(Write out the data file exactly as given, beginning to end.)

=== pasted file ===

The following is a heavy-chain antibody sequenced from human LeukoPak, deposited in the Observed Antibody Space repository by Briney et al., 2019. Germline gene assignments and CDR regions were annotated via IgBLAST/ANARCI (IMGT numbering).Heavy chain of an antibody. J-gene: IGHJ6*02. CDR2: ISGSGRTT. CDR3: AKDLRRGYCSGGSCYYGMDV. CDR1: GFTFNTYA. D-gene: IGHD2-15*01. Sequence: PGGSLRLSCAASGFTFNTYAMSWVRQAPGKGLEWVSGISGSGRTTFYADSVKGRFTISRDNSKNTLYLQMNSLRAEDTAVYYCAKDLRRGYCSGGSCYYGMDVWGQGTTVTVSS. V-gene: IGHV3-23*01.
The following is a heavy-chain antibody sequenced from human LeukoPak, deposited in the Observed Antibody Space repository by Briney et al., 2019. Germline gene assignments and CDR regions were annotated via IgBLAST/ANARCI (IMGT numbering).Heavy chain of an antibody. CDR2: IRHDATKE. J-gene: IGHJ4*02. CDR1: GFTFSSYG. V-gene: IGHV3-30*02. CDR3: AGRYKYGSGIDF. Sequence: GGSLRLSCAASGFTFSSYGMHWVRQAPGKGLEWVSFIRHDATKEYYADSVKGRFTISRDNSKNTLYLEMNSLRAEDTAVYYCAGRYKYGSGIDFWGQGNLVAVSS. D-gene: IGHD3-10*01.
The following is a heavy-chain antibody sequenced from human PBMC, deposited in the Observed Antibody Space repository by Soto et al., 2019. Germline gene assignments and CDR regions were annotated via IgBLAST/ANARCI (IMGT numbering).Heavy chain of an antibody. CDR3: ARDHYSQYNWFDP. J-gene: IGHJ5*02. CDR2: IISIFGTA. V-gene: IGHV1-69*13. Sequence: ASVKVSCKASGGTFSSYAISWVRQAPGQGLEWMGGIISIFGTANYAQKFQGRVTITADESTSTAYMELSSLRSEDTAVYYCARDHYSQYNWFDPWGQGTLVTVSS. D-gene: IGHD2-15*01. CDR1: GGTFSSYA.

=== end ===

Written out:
The following is a heavy-chain antibody sequenced from human LeukoPak, deposited in the Observed Antibody Space repository by Briney et al., 2019. Germline gene assignments and CDR regions were annotated via IgBLAST/ANARCI (IMGT numbering).Heavy chain of an antibody. J-gene: IGHJ6*02. CDR2: ISGSGRTT. CDR3: AKDLRRGYCSGGSCYYGMDV. CDR1: GFTFNTYA. D-gene: IGHD2-15*01. Sequence: PGGSLRLSCAASGFTFNTYAMSWVRQAPGKGLEWVSGISGSGRTTFYADSVKGRFTISRDNSKNTLYLQMNSLRAEDTAVYYCAKDLRRGYCSGGSCYYGMDVWGQGTTVTVSS. V-gene: IGHV3-23*01.
The following is a heavy-chain antibody sequenced from human LeukoPak, deposited in the Observed Antibody Space repository by Briney et al., 2019. Germline gene assignments and CDR regions were annotated via IgBLAST/ANARCI (IMGT numbering).Heavy chain of an antibody. CDR2: IRHDATKE. J-gene: IGHJ4*02. CDR1: GFTFSSYG. V-gene: IGHV3-30*02. CDR3: AGRYKYGSGIDF. Sequence: GGSLRLSCAASGFTFSSYGMHWVRQAPGKGLEWVSFIRHDATKEYYADSVKGRFTISRDNSKNTLYLEMNSLRAEDTAVYYCAGRYKYGSGIDFWGQGNLVAVSS. D-gene: IGHD3-10*01.
The following is a heavy-chain antibody sequenced from human PBMC, deposited in the Observed Antibody Space repository by Soto et al., 2019. Germline gene assignments and CDR regions were annotated via IgBLAST/ANARCI (IMGT numbering).Heavy chain of an antibody. CDR3: ARDHYSQYNWFDP. J-gene: IGHJ5*02. CDR2: IISIFGTA. V-gene: IGHV1-69*13. Sequence: ASVKVSCKASGGTFSSYAISWVRQAPGQGLEWMGGIISIFGTANYAQKFQGRVTITADESTSTAYMELSSLRSEDTAVYYCARDHYSQYNWFDPWGQGTLVTVSS. D-gene: IGHD2-15*01. CDR1: GGTFSSYA.